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This story was published before Summer 2021, when we launched our new digital experience.

Test Drive: 2017 Land Rover Discovery HSE Luxury SUV

The rugged terrain of southern Utah proves no challenge for this souped up people mover.


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I’m plummeting down the side of a damp sand dune so steep, I fear I’ll fall through the windshield of the 2017 Land Rover Discovery HSE Luxury SUV I’m driving. The sense of impending calamity is fleeting, however, because the car engages the hill descent control and gently brings me to the bottom. Before I can take a breath, I’m already flooring the accelerator to gather enough power and momentum from the supercharged V-6 engine to carry me up the face of another sand dune.

I’m winding my way across the Coral Pink Sand Dunes in southern Utah near the Arizona border miles from any major destination. The Discovery is proving itself to be extremely capable off-road as I take on dirt trails marred by snow and mud and crawl over massive rocks: It helps to have the car’s Terrain Response® 2 selector, which primes the vehicle is for each type of surface condition I encounter. But perhaps the coolest thing is that I don’t have to be an off-road guru: The Discovery automatically monitors surface conditions and conducts itself accordingly (the car can act on its own only after the driver engages the control once). Even more impressive is a feature called All Terrain Progress Control, which is like cruise control for very slow going. I use it to drive up and over some rocky terrain and it is an impressive partner, controlling engine and braking functions while I focus on steering.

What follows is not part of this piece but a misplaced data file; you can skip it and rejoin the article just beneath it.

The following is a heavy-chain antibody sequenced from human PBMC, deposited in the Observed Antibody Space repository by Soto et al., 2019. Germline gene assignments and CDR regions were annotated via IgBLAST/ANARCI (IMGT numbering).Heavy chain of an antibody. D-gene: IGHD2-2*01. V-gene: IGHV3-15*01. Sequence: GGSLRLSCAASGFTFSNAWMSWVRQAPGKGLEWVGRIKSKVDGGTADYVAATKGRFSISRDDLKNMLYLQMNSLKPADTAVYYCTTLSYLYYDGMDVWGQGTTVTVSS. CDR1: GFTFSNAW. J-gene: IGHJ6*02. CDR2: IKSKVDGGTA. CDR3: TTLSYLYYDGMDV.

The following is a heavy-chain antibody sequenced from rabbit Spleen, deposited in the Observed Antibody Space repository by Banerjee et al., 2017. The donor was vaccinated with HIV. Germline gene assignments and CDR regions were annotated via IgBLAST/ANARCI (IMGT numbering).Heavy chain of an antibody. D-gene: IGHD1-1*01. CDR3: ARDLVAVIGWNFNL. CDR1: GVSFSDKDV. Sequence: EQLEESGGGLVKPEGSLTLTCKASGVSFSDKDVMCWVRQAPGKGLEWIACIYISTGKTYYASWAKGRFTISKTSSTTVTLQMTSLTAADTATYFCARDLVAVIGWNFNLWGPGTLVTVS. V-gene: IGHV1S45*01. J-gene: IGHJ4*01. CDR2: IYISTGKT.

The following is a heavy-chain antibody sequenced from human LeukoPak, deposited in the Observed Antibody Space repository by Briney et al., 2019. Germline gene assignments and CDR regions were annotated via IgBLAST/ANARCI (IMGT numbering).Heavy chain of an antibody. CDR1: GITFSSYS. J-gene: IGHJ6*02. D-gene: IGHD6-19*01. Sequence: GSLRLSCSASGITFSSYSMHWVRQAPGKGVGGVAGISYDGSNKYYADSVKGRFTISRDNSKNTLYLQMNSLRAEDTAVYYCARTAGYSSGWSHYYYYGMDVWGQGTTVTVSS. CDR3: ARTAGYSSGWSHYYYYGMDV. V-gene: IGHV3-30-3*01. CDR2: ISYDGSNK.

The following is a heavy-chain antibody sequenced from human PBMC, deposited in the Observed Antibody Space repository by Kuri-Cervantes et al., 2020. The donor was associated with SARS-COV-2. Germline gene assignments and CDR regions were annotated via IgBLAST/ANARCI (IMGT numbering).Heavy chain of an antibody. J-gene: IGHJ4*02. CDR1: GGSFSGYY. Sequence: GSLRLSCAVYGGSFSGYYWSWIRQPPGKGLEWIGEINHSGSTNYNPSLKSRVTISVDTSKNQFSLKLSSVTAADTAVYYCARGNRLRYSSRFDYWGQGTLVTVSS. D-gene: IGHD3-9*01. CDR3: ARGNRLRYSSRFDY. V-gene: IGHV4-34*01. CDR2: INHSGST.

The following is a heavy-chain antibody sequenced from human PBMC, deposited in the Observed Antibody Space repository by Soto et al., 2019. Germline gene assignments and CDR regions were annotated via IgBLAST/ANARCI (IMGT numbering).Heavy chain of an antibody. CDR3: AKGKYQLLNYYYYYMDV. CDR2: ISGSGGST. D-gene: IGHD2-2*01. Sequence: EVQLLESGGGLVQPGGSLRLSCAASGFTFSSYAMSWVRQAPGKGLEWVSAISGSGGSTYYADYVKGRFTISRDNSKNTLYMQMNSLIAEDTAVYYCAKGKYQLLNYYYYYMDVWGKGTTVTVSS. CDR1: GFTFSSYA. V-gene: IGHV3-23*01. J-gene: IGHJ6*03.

This kind of capability is all the more remarkable in a vehicle that bills itself as a family-oriented people mover, thanks in large measure to a comfortable third row that gives the Discovery a seating capacity of seven. There are lots of storage compartments, seven USB ports (nine if you opt for the rear seat entertainment package), six 12-volt charging ports, and Wi-Fi. The Discovery also has its own cellphone app so you can do very handy things like plan a route in advance and then download into the vehicle’s navigation system. Plus, the new one-piece tailgate makes cargo loading easy.

I’m off the dunes now and comfortably driving on a paved road across the bottom of a vanished ocean that disappeared millions of years ago, with vermillion cliffs in the distance like the ragged outline of a towering shoreline. The wind has sculpted the surrounding scenery to a large extent, as it has helped determine the aerodynamic lines of the Discovery—albeit in a Land Rover built wind tunnel back at the factory. But I’m feeling a certain kinship between the vehicle and the land.

My next destination is remote hideaway Amangiri and it appears I have a lovely, scenic drive ahead of me. But should the road end unexpectedly before I get there—I know not to worry.

$82,100 as driven;


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